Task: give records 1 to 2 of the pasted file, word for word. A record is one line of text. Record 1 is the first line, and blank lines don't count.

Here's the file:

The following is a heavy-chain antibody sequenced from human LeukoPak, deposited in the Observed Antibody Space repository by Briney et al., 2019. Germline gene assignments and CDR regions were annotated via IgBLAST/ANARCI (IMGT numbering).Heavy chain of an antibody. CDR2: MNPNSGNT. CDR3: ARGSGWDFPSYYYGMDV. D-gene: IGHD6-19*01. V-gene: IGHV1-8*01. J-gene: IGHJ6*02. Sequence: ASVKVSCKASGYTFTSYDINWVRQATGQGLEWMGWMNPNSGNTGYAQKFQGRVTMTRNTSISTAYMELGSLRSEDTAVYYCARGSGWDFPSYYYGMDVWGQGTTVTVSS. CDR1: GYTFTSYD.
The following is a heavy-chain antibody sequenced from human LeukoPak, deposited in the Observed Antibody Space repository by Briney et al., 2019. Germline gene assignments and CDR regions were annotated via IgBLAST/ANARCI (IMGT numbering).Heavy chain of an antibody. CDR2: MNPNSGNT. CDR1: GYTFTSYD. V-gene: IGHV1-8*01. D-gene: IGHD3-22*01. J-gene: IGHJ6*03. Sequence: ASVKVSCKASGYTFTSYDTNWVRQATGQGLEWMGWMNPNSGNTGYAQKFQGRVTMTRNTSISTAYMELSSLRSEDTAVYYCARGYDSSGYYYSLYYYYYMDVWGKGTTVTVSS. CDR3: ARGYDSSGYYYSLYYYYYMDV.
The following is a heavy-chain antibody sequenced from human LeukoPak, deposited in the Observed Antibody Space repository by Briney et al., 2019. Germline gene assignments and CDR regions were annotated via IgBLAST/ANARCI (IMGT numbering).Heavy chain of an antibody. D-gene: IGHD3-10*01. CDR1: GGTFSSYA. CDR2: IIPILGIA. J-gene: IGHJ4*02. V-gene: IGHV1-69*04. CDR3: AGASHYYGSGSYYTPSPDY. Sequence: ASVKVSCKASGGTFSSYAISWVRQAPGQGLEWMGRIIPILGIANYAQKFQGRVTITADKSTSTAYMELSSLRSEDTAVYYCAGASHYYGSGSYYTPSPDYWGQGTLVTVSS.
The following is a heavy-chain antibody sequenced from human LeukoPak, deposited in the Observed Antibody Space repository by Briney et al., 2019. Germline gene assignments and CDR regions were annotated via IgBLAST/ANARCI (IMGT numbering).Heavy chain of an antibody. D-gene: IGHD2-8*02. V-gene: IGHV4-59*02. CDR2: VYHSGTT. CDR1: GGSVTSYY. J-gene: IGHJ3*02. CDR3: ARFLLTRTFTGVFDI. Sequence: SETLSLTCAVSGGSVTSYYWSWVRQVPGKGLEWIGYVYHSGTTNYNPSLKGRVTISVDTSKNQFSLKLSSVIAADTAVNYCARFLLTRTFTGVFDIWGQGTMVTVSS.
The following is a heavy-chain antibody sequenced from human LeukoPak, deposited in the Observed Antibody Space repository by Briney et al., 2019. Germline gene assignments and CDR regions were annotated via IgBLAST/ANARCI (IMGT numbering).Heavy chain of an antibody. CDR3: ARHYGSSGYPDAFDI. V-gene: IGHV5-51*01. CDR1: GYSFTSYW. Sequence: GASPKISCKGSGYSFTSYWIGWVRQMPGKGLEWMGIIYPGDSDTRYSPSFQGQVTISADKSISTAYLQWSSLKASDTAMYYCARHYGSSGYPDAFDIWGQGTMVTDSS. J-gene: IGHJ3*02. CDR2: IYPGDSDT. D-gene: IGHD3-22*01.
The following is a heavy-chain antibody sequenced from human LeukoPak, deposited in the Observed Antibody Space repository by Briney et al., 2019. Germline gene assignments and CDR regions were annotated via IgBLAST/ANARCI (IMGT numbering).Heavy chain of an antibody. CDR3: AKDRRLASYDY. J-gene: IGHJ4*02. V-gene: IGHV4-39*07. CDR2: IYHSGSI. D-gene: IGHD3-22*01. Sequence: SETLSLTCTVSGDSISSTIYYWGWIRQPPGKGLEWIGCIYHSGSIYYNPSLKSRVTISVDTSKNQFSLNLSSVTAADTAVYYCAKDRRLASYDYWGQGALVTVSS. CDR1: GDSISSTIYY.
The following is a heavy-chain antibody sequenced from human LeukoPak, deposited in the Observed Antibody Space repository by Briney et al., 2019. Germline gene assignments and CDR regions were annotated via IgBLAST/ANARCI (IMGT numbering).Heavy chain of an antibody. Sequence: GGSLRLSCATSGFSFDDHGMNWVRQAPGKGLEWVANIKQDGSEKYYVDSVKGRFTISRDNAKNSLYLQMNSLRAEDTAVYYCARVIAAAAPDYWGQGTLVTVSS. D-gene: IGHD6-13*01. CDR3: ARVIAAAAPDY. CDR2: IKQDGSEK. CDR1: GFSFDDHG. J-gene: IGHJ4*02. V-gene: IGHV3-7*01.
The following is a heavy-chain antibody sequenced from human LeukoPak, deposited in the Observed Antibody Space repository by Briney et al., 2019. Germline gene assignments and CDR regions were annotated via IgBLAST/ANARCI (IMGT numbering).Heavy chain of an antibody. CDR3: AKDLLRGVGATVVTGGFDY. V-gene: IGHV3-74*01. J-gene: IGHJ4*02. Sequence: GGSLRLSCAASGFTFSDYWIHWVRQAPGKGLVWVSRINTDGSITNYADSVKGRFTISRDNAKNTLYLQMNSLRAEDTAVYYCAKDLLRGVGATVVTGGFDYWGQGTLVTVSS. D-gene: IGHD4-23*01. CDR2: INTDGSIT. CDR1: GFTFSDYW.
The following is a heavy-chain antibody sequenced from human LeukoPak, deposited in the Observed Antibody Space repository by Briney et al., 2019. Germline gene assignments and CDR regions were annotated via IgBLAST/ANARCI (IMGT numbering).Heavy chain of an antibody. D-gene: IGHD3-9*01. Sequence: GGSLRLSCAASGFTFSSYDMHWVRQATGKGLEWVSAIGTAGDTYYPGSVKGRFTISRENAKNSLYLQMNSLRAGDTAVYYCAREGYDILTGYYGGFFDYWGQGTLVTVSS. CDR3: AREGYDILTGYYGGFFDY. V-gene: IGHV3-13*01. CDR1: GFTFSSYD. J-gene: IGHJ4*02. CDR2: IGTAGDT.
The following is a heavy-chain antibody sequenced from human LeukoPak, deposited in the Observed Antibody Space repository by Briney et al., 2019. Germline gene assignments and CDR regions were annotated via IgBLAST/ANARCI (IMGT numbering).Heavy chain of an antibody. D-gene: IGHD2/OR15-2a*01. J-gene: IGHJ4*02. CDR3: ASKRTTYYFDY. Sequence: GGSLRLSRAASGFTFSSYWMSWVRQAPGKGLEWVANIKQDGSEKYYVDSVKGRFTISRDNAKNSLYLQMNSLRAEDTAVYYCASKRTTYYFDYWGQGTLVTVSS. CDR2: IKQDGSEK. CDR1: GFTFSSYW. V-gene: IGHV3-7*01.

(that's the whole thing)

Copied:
The following is a heavy-chain antibody sequenced from human LeukoPak, deposited in the Observed Antibody Space repository by Briney et al., 2019. Germline gene assignments and CDR regions were annotated via IgBLAST/ANARCI (IMGT numbering).Heavy chain of an antibody. CDR2: MNPNSGNT. CDR3: ARGSGWDFPSYYYGMDV. D-gene: IGHD6-19*01. V-gene: IGHV1-8*01. J-gene: IGHJ6*02. Sequence: ASVKVSCKASGYTFTSYDINWVRQATGQGLEWMGWMNPNSGNTGYAQKFQGRVTMTRNTSISTAYMELGSLRSEDTAVYYCARGSGWDFPSYYYGMDVWGQGTTVTVSS. CDR1: GYTFTSYD.
The following is a heavy-chain antibody sequenced from human LeukoPak, deposited in the Observed Antibody Space repository by Briney et al., 2019. Germline gene assignments and CDR regions were annotated via IgBLAST/ANARCI (IMGT numbering).Heavy chain of an antibody. CDR2: MNPNSGNT. CDR1: GYTFTSYD. V-gene: IGHV1-8*01. D-gene: IGHD3-22*01. J-gene: IGHJ6*03. Sequence: ASVKVSCKASGYTFTSYDTNWVRQATGQGLEWMGWMNPNSGNTGYAQKFQGRVTMTRNTSISTAYMELSSLRSEDTAVYYCARGYDSSGYYYSLYYYYYMDVWGKGTTVTVSS. CDR3: ARGYDSSGYYYSLYYYYYMDV.